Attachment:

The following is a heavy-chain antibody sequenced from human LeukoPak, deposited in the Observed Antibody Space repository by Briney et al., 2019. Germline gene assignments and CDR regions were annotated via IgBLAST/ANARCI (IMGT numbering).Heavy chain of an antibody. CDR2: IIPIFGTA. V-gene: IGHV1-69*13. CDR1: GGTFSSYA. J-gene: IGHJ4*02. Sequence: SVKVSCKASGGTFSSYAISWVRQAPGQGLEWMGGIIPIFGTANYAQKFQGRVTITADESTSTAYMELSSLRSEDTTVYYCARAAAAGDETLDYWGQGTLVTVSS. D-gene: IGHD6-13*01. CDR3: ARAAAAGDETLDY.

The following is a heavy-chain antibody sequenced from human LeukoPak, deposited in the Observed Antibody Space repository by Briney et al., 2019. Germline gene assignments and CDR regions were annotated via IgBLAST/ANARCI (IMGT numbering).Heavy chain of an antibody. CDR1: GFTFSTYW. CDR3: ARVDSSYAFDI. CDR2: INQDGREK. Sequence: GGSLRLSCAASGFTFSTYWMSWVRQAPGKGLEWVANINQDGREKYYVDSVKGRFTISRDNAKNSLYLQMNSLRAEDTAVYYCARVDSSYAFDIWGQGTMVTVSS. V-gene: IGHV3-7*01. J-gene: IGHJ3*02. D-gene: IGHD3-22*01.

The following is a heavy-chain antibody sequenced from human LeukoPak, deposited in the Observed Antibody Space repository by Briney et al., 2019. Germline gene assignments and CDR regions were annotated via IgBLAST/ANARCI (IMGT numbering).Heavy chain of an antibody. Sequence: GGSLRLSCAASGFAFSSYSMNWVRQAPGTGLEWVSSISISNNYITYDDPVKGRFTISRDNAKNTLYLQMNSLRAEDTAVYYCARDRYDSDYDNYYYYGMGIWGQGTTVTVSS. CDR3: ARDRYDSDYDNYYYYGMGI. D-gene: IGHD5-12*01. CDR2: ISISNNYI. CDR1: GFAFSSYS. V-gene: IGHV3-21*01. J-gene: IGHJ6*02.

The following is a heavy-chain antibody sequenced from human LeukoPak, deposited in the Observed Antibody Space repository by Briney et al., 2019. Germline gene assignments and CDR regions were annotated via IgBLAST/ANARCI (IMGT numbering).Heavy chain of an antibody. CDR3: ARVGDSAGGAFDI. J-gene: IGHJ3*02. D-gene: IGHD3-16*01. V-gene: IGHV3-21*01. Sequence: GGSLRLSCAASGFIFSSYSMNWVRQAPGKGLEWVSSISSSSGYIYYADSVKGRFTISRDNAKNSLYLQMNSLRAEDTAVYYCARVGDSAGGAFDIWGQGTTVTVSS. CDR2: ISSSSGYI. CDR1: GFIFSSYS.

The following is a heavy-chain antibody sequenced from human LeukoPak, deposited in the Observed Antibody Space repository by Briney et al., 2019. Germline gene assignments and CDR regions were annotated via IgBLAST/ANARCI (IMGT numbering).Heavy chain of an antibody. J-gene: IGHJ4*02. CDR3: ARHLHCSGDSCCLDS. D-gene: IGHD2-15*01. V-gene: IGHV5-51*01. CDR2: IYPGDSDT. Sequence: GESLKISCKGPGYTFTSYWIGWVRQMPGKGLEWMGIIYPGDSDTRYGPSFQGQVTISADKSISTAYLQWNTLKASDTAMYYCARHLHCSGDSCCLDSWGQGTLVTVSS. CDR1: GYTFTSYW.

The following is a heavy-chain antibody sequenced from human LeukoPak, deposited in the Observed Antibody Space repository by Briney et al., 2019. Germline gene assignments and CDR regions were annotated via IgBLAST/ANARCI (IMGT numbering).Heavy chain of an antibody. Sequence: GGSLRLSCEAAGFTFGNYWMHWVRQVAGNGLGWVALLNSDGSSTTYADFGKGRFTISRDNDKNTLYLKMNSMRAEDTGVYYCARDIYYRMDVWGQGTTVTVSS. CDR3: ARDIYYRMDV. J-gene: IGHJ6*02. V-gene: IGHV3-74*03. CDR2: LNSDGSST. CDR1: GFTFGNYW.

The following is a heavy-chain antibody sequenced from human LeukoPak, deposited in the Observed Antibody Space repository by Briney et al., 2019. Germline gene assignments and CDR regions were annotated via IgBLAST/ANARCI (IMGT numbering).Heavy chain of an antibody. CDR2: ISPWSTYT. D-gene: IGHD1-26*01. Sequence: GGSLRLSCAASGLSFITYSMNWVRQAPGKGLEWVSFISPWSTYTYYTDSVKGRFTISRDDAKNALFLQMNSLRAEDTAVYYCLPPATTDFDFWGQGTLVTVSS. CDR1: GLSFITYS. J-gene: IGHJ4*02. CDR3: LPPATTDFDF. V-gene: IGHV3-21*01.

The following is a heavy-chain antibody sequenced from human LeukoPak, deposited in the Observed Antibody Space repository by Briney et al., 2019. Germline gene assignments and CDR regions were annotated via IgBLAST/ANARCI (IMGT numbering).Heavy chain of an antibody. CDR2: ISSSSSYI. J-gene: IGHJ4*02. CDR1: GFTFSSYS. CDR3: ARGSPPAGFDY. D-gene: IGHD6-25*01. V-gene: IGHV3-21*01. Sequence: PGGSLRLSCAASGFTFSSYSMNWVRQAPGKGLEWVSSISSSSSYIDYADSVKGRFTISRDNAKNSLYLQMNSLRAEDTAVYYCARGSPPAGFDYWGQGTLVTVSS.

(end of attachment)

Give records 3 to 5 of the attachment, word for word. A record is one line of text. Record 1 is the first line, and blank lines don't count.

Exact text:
The following is a heavy-chain antibody sequenced from human LeukoPak, deposited in the Observed Antibody Space repository by Briney et al., 2019. Germline gene assignments and CDR regions were annotated via IgBLAST/ANARCI (IMGT numbering).Heavy chain of an antibody. Sequence: GGSLRLSCAASGFAFSSYSMNWVRQAPGTGLEWVSSISISNNYITYDDPVKGRFTISRDNAKNTLYLQMNSLRAEDTAVYYCARDRYDSDYDNYYYYGMGIWGQGTTVTVSS. CDR3: ARDRYDSDYDNYYYYGMGI. D-gene: IGHD5-12*01. CDR2: ISISNNYI. CDR1: GFAFSSYS. V-gene: IGHV3-21*01. J-gene: IGHJ6*02.

The following is a heavy-chain antibody sequenced from human LeukoPak, deposited in the Observed Antibody Space repository by Briney et al., 2019. Germline gene assignments and CDR regions were annotated via IgBLAST/ANARCI (IMGT numbering).Heavy chain of an antibody. CDR3: ARVGDSAGGAFDI. J-gene: IGHJ3*02. D-gene: IGHD3-16*01. V-gene: IGHV3-21*01. Sequence: GGSLRLSCAASGFIFSSYSMNWVRQAPGKGLEWVSSISSSSGYIYYADSVKGRFTISRDNAKNSLYLQMNSLRAEDTAVYYCARVGDSAGGAFDIWGQGTTVTVSS. CDR2: ISSSSGYI. CDR1: GFIFSSYS.

The following is a heavy-chain antibody sequenced from human LeukoPak, deposited in the Observed Antibody Space repository by Briney et al., 2019. Germline gene assignments and CDR regions were annotated via IgBLAST/ANARCI (IMGT numbering).Heavy chain of an antibody. J-gene: IGHJ4*02. CDR3: ARHLHCSGDSCCLDS. D-gene: IGHD2-15*01. V-gene: IGHV5-51*01. CDR2: IYPGDSDT. Sequence: GESLKISCKGPGYTFTSYWIGWVRQMPGKGLEWMGIIYPGDSDTRYGPSFQGQVTISADKSISTAYLQWNTLKASDTAMYYCARHLHCSGDSCCLDSWGQGTLVTVSS. CDR1: GYTFTSYW.